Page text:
Inhabiting the Anthropocene: This blog from the Anthropocene Learning Community at the University of Oklahoma, explores the many ways that humans are impacting the earth. Authored by an interdisciplinary group of ecologists, biologists, anthropologists, sociologists, philosophers, and other scholars, Inhabiting the Anthropocene aims to “provide a kind of ‘guided tour’ of scholarly literature relevant to the broad theme of the Anthropocene, and to the idea of habitability.” With this aim, the blog features reflective essays (What We’re Thinking) along with an extensive interdisciplinary bibliography of scholarship relating to the Anthropocene (What We’re Reading). Recent contributions include a consideration by biologist Ingo Schlupp that outlines how humans influence not only species extinction, but also the rise of new species; an essay by historian Peter Soppelsa about how to date and historicize the anthropocene; and an analysis by political theorist Marit Hammond on the role of art in the Anthropocene.
Project Noah: For nature lovers, science instructors, and anyone interested in learning more about biodiversity, Project Noah (Networked Organisms and Habitat) is a citizen science project that invites users to submit photographs of living organisms and browse the website’s impressive public repository of photographed organisms. Created by New York University’s Interactive Telecommunication program with support from National Geographic, Project Noah is an interactive software platform with a phone application component that complements this website. Visitors are encouraged to include as many details and images as possible for each plant, insect, or animal captured. Once shared with the Project Noah community, anyone can add species suggestions or leave comments. Visitors to this webpage can browse current photographs by a number of categories (including birds, fungi, reptiles, plants, and arthropods.) Science instructors interested in using Project Noah in the classroom can register for a Teacher’s account through the Education section.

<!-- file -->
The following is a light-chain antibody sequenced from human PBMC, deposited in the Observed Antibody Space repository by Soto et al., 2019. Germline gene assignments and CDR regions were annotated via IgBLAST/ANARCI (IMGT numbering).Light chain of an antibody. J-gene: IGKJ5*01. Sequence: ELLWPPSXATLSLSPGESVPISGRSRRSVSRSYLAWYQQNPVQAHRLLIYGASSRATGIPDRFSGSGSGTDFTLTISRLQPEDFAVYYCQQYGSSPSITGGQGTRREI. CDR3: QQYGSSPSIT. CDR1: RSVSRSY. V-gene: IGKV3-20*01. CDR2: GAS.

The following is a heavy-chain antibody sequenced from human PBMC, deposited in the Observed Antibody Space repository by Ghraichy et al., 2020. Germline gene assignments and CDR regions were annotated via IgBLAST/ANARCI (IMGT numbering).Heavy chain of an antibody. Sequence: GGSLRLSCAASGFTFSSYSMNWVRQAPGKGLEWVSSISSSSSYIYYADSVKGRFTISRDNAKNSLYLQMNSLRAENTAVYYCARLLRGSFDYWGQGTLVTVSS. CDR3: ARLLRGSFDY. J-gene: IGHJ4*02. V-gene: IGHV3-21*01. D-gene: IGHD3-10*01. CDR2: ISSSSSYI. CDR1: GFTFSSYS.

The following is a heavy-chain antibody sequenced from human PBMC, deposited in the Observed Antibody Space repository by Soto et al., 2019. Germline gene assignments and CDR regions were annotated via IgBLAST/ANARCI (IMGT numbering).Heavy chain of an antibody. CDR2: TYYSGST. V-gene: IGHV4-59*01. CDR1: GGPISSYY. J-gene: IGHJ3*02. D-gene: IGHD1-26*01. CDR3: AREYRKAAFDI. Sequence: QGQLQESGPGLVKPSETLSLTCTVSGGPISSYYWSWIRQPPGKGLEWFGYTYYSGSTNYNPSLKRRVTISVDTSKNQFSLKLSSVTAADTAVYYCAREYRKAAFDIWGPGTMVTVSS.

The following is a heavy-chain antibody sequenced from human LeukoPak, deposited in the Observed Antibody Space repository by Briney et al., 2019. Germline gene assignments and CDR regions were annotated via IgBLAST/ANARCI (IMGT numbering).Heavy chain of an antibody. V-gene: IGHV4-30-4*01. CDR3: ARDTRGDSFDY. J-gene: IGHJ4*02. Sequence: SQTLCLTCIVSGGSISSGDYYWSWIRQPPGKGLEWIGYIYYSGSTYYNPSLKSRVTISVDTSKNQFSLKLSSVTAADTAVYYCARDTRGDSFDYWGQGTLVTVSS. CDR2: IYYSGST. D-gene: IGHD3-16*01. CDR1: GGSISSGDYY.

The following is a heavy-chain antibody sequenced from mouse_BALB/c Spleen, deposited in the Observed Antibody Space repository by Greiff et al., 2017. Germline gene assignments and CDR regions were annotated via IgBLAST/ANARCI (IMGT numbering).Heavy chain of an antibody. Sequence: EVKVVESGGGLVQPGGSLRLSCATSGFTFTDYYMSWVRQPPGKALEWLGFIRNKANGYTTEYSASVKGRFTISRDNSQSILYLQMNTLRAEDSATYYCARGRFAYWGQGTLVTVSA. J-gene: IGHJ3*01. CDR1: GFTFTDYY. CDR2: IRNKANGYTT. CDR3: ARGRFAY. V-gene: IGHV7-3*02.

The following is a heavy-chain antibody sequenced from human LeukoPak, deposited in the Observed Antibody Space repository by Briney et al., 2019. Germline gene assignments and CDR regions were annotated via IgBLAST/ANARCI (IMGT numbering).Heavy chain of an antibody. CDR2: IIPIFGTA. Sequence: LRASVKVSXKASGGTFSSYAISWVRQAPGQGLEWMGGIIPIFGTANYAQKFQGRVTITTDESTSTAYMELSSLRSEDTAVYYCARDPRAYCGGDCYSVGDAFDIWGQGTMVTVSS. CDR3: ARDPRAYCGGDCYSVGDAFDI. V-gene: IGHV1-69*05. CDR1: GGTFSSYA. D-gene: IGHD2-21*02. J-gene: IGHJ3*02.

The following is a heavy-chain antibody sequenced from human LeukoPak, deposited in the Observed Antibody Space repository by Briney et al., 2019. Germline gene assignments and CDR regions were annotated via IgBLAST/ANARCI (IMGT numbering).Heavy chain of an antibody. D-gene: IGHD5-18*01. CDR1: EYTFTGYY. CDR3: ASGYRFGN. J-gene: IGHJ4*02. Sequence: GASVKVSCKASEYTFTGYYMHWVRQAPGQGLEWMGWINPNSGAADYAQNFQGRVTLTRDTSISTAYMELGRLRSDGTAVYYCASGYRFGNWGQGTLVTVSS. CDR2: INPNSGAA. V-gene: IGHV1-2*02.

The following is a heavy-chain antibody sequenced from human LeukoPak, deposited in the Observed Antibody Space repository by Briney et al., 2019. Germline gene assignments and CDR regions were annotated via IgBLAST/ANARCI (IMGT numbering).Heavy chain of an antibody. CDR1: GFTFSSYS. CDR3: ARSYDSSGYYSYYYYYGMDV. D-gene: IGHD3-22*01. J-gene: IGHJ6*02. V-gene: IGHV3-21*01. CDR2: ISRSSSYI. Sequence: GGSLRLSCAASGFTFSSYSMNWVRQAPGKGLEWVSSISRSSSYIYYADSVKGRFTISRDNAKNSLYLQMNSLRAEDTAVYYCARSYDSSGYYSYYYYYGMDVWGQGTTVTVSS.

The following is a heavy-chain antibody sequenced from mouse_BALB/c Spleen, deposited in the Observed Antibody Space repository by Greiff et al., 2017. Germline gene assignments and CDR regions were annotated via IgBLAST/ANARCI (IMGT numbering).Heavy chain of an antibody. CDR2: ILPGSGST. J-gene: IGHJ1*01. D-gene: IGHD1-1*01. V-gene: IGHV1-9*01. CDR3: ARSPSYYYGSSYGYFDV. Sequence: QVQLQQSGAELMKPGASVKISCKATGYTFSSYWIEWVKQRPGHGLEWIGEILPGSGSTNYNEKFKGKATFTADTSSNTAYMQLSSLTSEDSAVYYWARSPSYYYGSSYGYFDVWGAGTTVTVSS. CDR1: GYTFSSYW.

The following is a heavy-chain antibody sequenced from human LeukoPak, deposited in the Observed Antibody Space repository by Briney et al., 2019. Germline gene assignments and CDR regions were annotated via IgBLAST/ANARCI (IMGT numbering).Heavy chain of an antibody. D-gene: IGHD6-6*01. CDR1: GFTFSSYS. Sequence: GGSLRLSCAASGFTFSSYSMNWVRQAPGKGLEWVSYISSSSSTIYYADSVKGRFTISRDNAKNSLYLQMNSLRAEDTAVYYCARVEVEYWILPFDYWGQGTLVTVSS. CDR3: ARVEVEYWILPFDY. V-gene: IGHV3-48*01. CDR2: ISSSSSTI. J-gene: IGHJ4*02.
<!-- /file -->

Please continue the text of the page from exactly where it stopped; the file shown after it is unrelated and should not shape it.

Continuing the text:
Science Sessions Podcast: From the renowned, multi-disciplinary science journal PNAS (Proceedings of the National Academy of Sciences) comes the Science Sessions. Each of these short podcasts features interviews with scientists (many of whom are members of the National Academy of Sciences) who have discovered a number of fascinating topics. Recent episodes include a conversation with biologist Eve Marder about what the nervous system of crustaceans suggests about neuro-flexibility in humans; a discussion with hydrologist Andrea Rinaldo on how he and his team used cell-phone data in order to analyze human mobility patterns to uncover clues about the spread of cholera; and an interview with climate change researcher Joshua Elliot about how climate change could impact the supply of water for irrigation. These short sessions provide intriguing introductions to a variety of fields of study. Interested listeners can subscribe to the podcast on iTunes.
Untamed Science: For anyone interested in learning more about all living things and how they interact with one another, Untamed Science is a highly engaging video series and blog dedicated to the topic. Headed by University of Hawaii ecologist Rob Nelson, Untamed Science features accessible descriptions and entertaining videos about specific creatures (found in the Tree of Life section) as well as central scientific topics (found in the Biology section). The style of these videos range from mesmerizing (such as the gorgeously shot amphibian video) to goofy (such as the music video about species classifications). All are informative. These videos are accompanied by accessible descriptions and diagrams. Visitors may also want to check out the Untamed Science blog, which features science news and DIY experiments.